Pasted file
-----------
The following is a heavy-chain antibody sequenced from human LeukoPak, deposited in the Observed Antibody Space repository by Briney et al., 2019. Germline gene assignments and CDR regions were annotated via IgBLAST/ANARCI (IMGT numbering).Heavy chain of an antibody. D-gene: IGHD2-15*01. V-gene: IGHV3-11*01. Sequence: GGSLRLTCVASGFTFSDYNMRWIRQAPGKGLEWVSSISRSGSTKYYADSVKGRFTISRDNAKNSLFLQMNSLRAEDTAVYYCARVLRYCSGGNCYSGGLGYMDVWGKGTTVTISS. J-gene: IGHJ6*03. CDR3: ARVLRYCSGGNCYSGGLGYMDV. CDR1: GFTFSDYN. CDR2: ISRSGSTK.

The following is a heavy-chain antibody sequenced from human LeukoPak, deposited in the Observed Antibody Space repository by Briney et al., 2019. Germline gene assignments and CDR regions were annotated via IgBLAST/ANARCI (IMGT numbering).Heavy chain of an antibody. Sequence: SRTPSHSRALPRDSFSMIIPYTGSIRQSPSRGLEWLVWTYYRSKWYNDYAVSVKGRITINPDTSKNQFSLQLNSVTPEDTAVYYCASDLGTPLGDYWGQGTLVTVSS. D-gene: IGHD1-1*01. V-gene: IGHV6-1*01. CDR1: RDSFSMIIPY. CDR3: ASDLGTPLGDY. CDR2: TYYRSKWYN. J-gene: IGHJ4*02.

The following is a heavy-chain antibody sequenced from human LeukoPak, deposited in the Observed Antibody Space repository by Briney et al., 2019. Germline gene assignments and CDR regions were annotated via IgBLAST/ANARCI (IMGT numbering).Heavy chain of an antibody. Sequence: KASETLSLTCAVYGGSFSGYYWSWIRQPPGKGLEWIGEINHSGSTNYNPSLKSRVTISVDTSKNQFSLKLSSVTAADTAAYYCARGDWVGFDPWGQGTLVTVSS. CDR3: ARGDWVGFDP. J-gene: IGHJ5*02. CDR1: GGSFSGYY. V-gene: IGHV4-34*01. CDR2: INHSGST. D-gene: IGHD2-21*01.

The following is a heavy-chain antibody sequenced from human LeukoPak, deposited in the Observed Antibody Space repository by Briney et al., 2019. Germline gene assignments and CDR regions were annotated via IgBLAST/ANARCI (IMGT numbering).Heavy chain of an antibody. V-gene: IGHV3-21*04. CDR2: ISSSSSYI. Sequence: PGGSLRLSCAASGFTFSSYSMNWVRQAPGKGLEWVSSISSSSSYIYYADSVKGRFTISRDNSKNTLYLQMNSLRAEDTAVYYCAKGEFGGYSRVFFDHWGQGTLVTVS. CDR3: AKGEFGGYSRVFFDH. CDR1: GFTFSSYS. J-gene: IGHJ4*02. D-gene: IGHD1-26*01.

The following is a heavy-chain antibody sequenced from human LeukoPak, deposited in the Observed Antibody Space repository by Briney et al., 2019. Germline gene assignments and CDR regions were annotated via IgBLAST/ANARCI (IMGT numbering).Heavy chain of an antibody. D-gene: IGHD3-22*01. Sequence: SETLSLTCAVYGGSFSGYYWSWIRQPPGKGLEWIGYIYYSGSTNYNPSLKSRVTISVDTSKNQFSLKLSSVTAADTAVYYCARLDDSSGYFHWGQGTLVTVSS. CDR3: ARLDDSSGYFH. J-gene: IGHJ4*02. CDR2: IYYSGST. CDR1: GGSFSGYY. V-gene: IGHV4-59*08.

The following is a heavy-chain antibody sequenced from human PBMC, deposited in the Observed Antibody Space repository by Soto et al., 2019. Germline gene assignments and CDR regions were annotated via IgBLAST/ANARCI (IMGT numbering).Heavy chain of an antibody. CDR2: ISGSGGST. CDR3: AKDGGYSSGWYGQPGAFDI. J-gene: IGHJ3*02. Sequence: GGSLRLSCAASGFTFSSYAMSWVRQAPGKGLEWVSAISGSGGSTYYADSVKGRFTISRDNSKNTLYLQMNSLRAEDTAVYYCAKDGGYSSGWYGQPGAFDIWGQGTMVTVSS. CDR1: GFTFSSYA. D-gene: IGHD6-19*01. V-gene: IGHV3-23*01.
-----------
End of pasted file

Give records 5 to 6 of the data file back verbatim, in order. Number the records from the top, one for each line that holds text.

The following is a heavy-chain antibody sequenced from human LeukoPak, deposited in the Observed Antibody Space repository by Briney et al., 2019. Germline gene assignments and CDR regions were annotated via IgBLAST/ANARCI (IMGT numbering).Heavy chain of an antibody. D-gene: IGHD3-22*01. Sequence: SETLSLTCAVYGGSFSGYYWSWIRQPPGKGLEWIGYIYYSGSTNYNPSLKSRVTISVDTSKNQFSLKLSSVTAADTAVYYCARLDDSSGYFHWGQGTLVTVSS. CDR3: ARLDDSSGYFH. J-gene: IGHJ4*02. CDR2: IYYSGST. CDR1: GGSFSGYY. V-gene: IGHV4-59*08.

The following is a heavy-chain antibody sequenced from human PBMC, deposited in the Observed Antibody Space repository by Soto et al., 2019. Germline gene assignments and CDR regions were annotated via IgBLAST/ANARCI (IMGT numbering).Heavy chain of an antibody. CDR2: ISGSGGST. CDR3: AKDGGYSSGWYGQPGAFDI. J-gene: IGHJ3*02. Sequence: GGSLRLSCAASGFTFSSYAMSWVRQAPGKGLEWVSAISGSGGSTYYADSVKGRFTISRDNSKNTLYLQMNSLRAEDTAVYYCAKDGGYSSGWYGQPGAFDIWGQGTMVTVSS. CDR1: GFTFSSYA. D-gene: IGHD6-19*01. V-gene: IGHV3-23*01.